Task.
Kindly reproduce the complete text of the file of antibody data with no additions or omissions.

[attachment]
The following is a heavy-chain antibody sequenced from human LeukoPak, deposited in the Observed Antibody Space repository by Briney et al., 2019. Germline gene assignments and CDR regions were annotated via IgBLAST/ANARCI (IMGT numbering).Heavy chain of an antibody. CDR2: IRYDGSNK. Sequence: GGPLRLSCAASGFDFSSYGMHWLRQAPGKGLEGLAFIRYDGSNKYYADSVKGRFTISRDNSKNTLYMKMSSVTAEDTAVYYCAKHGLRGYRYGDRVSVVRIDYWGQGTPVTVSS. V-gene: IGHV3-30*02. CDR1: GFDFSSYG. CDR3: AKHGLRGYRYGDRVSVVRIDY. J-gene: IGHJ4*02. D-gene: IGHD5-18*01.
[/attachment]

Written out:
The following is a heavy-chain antibody sequenced from human LeukoPak, deposited in the Observed Antibody Space repository by Briney et al., 2019. Germline gene assignments and CDR regions were annotated via IgBLAST/ANARCI (IMGT numbering).Heavy chain of an antibody. CDR2: IRYDGSNK. Sequence: GGPLRLSCAASGFDFSSYGMHWLRQAPGKGLEGLAFIRYDGSNKYYADSVKGRFTISRDNSKNTLYMKMSSVTAEDTAVYYCAKHGLRGYRYGDRVSVVRIDYWGQGTPVTVSS. V-gene: IGHV3-30*02. CDR1: GFDFSSYG. CDR3: AKHGLRGYRYGDRVSVVRIDY. J-gene: IGHJ4*02. D-gene: IGHD5-18*01.